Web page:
Help Black Males to Stop Smoking
In the study of 600 adult black smokers, Zyban, an anti-depressant known generically as bupropion and approved for helping people stop smoking, was more effective than a placebo, reports the Associated Press.
After seven weeks of treatment, 36 percent of Zyban users had quit compared with 19 percent of the placebo group. Both groups also participated in eight sessions led by black counselors. Quit rates dropped after participants used up their seven-week supply of pills. However, at 26 weeks, rates were still higher among the Zyban users.
Researchers at University of Kansas say the findings are significant because blacks have higher rates of smoking-related disease and deaths than whites. Black men are at least 50 percent more likely than white men to get lung cancer, and they have a higher lung cancer death rate – 100.8 deaths per 100,000 compared with 70.1 per 100,000 for white men, according to government data. Also, blacks tend to smoke cigarette brands with higher levels of tar and nicotine.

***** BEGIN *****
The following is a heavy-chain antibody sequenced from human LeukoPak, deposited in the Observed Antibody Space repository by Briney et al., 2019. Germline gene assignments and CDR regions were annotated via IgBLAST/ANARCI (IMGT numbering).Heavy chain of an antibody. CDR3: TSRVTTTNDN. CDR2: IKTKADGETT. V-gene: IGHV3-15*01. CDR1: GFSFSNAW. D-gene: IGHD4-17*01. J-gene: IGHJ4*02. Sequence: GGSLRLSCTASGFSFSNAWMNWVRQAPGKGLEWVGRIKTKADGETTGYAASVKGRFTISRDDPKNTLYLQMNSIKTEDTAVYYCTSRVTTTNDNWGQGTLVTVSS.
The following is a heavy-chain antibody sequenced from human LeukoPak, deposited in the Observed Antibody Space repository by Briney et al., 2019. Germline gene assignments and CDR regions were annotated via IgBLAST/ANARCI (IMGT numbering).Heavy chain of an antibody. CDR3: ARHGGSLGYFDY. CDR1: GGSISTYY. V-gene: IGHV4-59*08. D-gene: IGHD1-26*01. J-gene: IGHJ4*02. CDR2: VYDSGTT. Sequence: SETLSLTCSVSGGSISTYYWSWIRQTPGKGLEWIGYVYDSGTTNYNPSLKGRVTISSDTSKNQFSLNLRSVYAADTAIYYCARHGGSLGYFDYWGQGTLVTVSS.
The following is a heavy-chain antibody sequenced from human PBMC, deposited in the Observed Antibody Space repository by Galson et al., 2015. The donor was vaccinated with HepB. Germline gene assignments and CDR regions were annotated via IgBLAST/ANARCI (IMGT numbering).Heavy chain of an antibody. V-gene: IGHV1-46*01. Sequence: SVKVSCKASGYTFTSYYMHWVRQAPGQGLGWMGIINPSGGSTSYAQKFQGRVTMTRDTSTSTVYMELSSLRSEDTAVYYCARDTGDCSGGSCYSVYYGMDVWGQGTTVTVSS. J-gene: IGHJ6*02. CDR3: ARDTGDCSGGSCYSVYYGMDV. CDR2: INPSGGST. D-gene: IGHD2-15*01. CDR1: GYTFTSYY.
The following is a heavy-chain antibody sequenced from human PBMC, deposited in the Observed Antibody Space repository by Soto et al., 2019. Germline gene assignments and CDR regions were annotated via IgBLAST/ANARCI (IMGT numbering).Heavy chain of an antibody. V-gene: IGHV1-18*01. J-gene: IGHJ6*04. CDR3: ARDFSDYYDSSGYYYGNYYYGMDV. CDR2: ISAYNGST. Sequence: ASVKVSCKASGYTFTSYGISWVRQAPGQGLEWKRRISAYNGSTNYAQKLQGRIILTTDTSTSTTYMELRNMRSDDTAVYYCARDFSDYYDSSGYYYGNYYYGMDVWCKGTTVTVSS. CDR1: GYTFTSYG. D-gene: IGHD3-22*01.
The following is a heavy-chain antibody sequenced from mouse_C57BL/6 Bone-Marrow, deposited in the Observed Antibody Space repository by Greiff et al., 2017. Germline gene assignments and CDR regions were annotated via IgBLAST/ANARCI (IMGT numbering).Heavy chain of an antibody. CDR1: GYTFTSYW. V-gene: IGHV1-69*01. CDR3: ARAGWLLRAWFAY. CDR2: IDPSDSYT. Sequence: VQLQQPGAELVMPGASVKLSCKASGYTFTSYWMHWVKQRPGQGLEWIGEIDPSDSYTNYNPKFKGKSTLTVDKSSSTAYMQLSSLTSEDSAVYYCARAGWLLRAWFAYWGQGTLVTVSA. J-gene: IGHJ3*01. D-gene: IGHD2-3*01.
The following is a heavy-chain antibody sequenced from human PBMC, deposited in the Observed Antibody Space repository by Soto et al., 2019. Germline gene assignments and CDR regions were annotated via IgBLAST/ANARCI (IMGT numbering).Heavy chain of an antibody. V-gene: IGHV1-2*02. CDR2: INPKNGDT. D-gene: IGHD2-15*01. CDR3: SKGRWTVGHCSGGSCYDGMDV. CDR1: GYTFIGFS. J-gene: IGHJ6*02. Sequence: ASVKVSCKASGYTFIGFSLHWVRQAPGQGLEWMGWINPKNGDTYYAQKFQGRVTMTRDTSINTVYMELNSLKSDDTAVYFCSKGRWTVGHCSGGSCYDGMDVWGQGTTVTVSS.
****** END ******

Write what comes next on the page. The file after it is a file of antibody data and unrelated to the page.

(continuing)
The study funded by the National Cancer Institute appears in Wednesday’s Journal of the American Medical Association. Zyban-maker GlaxoSmithKline provided the pills. In an accompanying editorial, Dr. Neal Benowitz of the University of California at San Francisco said that the use of black counselors and ethnically sensitive counseling materials probably contributed significantly to the results and are resources not available to many smokers.
Moderator Comment: Should retailers be more active promoting smoking cessation with employees and consumers? Do retailers have an obligation to be more actively involved in promoting whole health programs when serving known at-risk demographic groups?
We realize that all people are at-risk when it comes
to smoking-related ailments and disease. Some groups such as African-American
males, for example, are more at risk according to the National Cancer Institute
and other medical authorities. [George
Anderson – Moderator]